Strangely enough, for his career, the Reds center fielder has a higher batting average on balls in play on pitches OUTSIDE of the strikezone than he does inside of the strikezone, .300 versus .284. Of course, if we toss in times where he’s swinging at missing, his average inside of the zone holds nearly a 60 point lead because he’s swinging and missing far more frequently outside of the zone.

How does that stack up for the 2016 season though, where he’s showing better strikezone awareness? It’s pretty much the same. We are dealing with a small sample size in both cases, but he’s at .284 on pitches in the zone and .324 on pitches out of the zone. That goes against the grain of what we know about hitting a baseball. Of course, with his speed, it could simply be that soft/weaker contact works for him better than most players.

One of my new favorite things to keep an eye on is the exit velocity on balls put in play by hitters (or against pitchers if we are looking at them). With the technology in baseball now, it’s giving us so many different things to look at to help us try to understand player performance. You can browse around these guys – WebDesign499 for more information.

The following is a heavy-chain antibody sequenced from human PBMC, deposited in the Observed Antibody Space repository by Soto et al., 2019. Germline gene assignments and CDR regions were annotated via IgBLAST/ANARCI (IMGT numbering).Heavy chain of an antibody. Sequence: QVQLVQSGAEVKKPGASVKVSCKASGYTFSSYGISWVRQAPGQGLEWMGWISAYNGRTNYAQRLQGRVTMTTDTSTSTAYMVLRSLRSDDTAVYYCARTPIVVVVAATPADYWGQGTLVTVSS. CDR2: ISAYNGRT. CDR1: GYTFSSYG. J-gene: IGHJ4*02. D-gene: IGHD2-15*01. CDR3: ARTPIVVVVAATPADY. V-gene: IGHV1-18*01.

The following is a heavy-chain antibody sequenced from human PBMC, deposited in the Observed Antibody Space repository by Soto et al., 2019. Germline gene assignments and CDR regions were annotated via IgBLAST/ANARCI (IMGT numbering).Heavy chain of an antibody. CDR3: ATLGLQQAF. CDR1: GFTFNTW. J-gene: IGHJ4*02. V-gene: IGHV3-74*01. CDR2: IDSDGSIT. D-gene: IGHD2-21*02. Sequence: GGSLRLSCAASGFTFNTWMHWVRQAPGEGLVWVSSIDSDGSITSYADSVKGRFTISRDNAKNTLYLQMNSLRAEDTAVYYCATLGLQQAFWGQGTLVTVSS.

Last season Billy Hamilton ranked dead last in the Major Leagues in average exit velocity on balls he made contact with. He was 308th out of 308 players with at least 150 balls put in play. He averaged just 82.5 MPH when he made contact with the baseball. By comparison, Giancarlo Stanton averaged an insane 98.6 MPH (Miguel Cabrera was second with 94.5 MPH). We are still getting to understand and know how to use this data to tell us exactly what is likely to happen, but we do know that, generally speaking, the harder one hits the ball, the more likely it is to go for a hit. The data shows that. Obviously the launch angle of the ball matters some as well – but the harder the ball comes off the bat, the less time a fielder tends to have to get to the baseball and turn it into an out.

Let’s remember that Hamilton had shoulder surgery in 2015, and that shoulder injuries can sometimes be a real problem for hitters coming back from.  So, how are things looking in 2016? Of the 296 players with at least 50 balls in play, Billy Hamilton ranks 291st in average exit velocity at just 82.9 MPH. That’s up ever-so-slightly from where he was in 2015, but still among the lowest in all of baseball. With that in mind, let’s compare the breakdown of things from 2015 to 2016, but also note that the sample size for 2016 is just more than a third of that as we have from 2015. Here’s a quick look at the breakdown of exit velocities for Hamilton in 2015 versus 2016, all from Baseball Savant.